One of the giants of Montgomery County politics has started flexing its muscles ahead of the June 26 primary.
The Montgomery County Education Association, better known as the teachers’ union, started rolling out its picks for local offices Thursday. The teachers’ primary-day “Apple Ballot” is a coveted endorsement; only the blessing of The Washington Post editorial page is close when it comes to influencing Montgomery County political contests.
In the county council at-large race, the union endorsed three Democratic candidates for the four slots: political organizer Brandy Brooks, former Obama administration official William Jawando, and teacher Chris Wilhelm.
The teachers also endorsed in the two council district races where there are competitive Democratic primaries, opting for Del. Ana Sol Gutierrez in the open-seat 1st District race, and activist Ben Shnider in the 3rd District, where he is taking on Councilman Sidney A. Katz.
The other three districts feature incumbents who are heavily favored for reelection.
Strategically, the teachers did not endorse anyone yet for county executive or for the fourth council at-large seat. That’s no doubt designed to pressure the three councilmembers running for executive – Roger Berliner, Marc B. Elrich and George L. Leventhal – and the lone at-large councilman seeking re-election, Hans Riemer, to support the union’s priorities during upcoming budget deliberations.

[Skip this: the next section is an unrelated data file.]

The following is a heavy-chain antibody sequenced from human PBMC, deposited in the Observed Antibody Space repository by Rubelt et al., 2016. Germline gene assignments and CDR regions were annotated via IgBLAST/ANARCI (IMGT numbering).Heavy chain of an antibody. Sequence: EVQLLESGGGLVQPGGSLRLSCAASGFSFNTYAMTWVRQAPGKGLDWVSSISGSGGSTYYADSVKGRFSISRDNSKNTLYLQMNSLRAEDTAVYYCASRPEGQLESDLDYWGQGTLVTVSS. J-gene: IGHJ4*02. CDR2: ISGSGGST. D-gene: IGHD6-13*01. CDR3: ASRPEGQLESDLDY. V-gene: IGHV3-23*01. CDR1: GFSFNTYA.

Elrich has taken the lion’s share of union endorsements so far and has been endorsed by several progressive groups as well. He’s a former teacher, so it would not be surprising to see him get the nod for the Apple Ballot this time.
Gutierrez, who has served in the legislature since 2003, is a former member of the county school board who is often aligned with the teachers and other progressive groups.
Shnider has also been racking up endorsements from left-leaning unions and liberal groups. Earlier this week, Katz was backed for a second term by IAFF Local 1664, which represents the county’s paid firefighters.
The Post typically does not release its endorsements until closer to the primary. Just as typically, the newspaper’s recommendations tend to be diametrically opposed to those of the teachers’ union. The paper’s editorial page has been highly critical of public employee unions – especially MCEA – in recent years.